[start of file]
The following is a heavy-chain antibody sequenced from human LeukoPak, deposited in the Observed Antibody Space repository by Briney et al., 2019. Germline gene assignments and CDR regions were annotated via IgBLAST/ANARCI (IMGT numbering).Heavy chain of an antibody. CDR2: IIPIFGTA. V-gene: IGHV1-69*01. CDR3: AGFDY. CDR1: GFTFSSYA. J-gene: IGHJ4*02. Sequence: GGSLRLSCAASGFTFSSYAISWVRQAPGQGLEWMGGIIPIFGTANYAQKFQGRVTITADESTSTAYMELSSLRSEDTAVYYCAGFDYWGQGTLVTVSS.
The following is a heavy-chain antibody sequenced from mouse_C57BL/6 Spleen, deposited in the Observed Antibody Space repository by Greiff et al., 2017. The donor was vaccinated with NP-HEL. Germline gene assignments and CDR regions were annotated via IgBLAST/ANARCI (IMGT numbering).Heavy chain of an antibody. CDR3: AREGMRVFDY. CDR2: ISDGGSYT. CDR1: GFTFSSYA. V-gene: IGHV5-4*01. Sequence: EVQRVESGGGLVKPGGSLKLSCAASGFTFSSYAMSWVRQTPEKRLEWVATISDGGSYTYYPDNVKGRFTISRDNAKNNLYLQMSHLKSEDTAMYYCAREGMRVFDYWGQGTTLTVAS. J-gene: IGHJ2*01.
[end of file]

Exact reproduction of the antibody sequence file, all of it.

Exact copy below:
The following is a heavy-chain antibody sequenced from human LeukoPak, deposited in the Observed Antibody Space repository by Briney et al., 2019. Germline gene assignments and CDR regions were annotated via IgBLAST/ANARCI (IMGT numbering).Heavy chain of an antibody. CDR2: IIPIFGTA. V-gene: IGHV1-69*01. CDR3: AGFDY. CDR1: GFTFSSYA. J-gene: IGHJ4*02. Sequence: GGSLRLSCAASGFTFSSYAISWVRQAPGQGLEWMGGIIPIFGTANYAQKFQGRVTITADESTSTAYMELSSLRSEDTAVYYCAGFDYWGQGTLVTVSS.
The following is a heavy-chain antibody sequenced from mouse_C57BL/6 Spleen, deposited in the Observed Antibody Space repository by Greiff et al., 2017. The donor was vaccinated with NP-HEL. Germline gene assignments and CDR regions were annotated via IgBLAST/ANARCI (IMGT numbering).Heavy chain of an antibody. CDR3: AREGMRVFDY. CDR2: ISDGGSYT. CDR1: GFTFSSYA. V-gene: IGHV5-4*01. Sequence: EVQRVESGGGLVKPGGSLKLSCAASGFTFSSYAMSWVRQTPEKRLEWVATISDGGSYTYYPDNVKGRFTISRDNAKNNLYLQMSHLKSEDTAMYYCAREGMRVFDYWGQGTTLTVAS. J-gene: IGHJ2*01.